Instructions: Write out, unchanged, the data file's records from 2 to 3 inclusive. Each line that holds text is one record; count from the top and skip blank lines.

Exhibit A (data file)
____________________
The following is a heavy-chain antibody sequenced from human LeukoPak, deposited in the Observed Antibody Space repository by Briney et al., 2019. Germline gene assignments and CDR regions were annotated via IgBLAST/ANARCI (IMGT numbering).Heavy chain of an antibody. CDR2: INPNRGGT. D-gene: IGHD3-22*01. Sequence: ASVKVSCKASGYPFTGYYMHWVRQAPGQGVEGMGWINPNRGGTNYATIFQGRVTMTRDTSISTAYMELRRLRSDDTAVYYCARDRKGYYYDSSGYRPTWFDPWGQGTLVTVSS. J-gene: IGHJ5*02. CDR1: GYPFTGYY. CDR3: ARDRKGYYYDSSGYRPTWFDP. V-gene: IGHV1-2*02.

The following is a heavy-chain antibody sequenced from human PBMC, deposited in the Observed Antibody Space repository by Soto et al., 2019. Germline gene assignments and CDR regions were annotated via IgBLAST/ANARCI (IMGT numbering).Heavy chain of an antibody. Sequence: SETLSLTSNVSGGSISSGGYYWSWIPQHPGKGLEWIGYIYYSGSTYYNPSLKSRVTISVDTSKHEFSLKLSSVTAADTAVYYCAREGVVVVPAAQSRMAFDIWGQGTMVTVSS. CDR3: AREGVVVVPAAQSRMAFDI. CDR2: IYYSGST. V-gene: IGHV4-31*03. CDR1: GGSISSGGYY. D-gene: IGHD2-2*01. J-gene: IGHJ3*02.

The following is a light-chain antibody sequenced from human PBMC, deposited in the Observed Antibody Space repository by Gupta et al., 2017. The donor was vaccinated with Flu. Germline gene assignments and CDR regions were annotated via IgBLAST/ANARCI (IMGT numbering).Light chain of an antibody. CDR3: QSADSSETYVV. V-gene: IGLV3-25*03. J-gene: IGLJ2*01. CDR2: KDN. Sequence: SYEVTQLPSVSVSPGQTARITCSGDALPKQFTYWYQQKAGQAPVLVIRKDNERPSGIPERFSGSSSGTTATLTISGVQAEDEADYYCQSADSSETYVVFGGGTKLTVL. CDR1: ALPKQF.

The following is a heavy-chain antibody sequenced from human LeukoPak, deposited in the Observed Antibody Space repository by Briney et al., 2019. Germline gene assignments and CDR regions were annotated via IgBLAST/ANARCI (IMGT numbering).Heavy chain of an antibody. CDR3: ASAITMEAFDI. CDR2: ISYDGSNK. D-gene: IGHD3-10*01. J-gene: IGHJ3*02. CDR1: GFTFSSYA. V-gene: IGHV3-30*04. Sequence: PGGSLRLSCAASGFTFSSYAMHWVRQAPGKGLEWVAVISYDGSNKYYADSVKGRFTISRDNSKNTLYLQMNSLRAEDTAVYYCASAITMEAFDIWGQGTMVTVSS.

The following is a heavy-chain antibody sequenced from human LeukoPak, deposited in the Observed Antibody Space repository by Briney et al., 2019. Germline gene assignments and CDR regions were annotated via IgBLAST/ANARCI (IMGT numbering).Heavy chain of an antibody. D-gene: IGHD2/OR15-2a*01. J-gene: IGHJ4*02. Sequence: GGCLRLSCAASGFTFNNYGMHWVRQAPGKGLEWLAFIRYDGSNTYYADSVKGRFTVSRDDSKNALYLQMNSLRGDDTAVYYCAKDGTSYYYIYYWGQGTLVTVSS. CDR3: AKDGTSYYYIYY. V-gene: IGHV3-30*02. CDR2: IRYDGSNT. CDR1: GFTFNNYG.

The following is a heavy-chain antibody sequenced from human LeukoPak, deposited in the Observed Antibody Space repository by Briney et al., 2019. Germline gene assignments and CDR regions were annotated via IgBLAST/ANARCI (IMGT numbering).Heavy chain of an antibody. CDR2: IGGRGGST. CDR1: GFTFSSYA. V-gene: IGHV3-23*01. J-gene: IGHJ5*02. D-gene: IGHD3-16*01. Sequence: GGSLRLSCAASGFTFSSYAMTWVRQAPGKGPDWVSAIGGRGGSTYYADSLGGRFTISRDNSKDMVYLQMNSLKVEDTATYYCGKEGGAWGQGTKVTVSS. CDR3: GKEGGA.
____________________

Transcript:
The following is a heavy-chain antibody sequenced from human PBMC, deposited in the Observed Antibody Space repository by Soto et al., 2019. Germline gene assignments and CDR regions were annotated via IgBLAST/ANARCI (IMGT numbering).Heavy chain of an antibody. Sequence: SETLSLTSNVSGGSISSGGYYWSWIPQHPGKGLEWIGYIYYSGSTYYNPSLKSRVTISVDTSKHEFSLKLSSVTAADTAVYYCAREGVVVVPAAQSRMAFDIWGQGTMVTVSS. CDR3: AREGVVVVPAAQSRMAFDI. CDR2: IYYSGST. V-gene: IGHV4-31*03. CDR1: GGSISSGGYY. D-gene: IGHD2-2*01. J-gene: IGHJ3*02.

The following is a light-chain antibody sequenced from human PBMC, deposited in the Observed Antibody Space repository by Gupta et al., 2017. The donor was vaccinated with Flu. Germline gene assignments and CDR regions were annotated via IgBLAST/ANARCI (IMGT numbering).Light chain of an antibody. CDR3: QSADSSETYVV. V-gene: IGLV3-25*03. J-gene: IGLJ2*01. CDR2: KDN. Sequence: SYEVTQLPSVSVSPGQTARITCSGDALPKQFTYWYQQKAGQAPVLVIRKDNERPSGIPERFSGSSSGTTATLTISGVQAEDEADYYCQSADSSETYVVFGGGTKLTVL. CDR1: ALPKQF.